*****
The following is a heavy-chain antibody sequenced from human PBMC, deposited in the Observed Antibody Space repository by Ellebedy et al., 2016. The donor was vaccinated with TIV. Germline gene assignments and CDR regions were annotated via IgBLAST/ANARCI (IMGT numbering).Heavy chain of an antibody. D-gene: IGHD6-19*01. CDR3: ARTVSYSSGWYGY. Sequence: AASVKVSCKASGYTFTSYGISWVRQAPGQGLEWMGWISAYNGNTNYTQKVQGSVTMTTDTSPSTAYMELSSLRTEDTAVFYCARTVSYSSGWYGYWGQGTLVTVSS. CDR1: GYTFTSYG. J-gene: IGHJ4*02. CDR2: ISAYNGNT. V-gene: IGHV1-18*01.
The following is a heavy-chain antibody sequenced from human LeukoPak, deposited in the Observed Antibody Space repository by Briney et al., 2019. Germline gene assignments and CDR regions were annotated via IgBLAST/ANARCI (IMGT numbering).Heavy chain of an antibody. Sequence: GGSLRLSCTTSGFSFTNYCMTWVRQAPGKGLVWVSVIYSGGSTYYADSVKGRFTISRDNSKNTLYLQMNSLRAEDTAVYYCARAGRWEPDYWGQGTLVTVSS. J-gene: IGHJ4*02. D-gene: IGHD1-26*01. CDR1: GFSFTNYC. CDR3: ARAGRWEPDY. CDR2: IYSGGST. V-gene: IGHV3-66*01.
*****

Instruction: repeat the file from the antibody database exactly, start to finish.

The following is a heavy-chain antibody sequenced from human PBMC, deposited in the Observed Antibody Space repository by Ellebedy et al., 2016. The donor was vaccinated with TIV. Germline gene assignments and CDR regions were annotated via IgBLAST/ANARCI (IMGT numbering).Heavy chain of an antibody. D-gene: IGHD6-19*01. CDR3: ARTVSYSSGWYGY. Sequence: AASVKVSCKASGYTFTSYGISWVRQAPGQGLEWMGWISAYNGNTNYTQKVQGSVTMTTDTSPSTAYMELSSLRTEDTAVFYCARTVSYSSGWYGYWGQGTLVTVSS. CDR1: GYTFTSYG. J-gene: IGHJ4*02. CDR2: ISAYNGNT. V-gene: IGHV1-18*01.
The following is a heavy-chain antibody sequenced from human LeukoPak, deposited in the Observed Antibody Space repository by Briney et al., 2019. Germline gene assignments and CDR regions were annotated via IgBLAST/ANARCI (IMGT numbering).Heavy chain of an antibody. Sequence: GGSLRLSCTTSGFSFTNYCMTWVRQAPGKGLVWVSVIYSGGSTYYADSVKGRFTISRDNSKNTLYLQMNSLRAEDTAVYYCARAGRWEPDYWGQGTLVTVSS. J-gene: IGHJ4*02. D-gene: IGHD1-26*01. CDR1: GFSFTNYC. CDR3: ARAGRWEPDY. CDR2: IYSGGST. V-gene: IGHV3-66*01.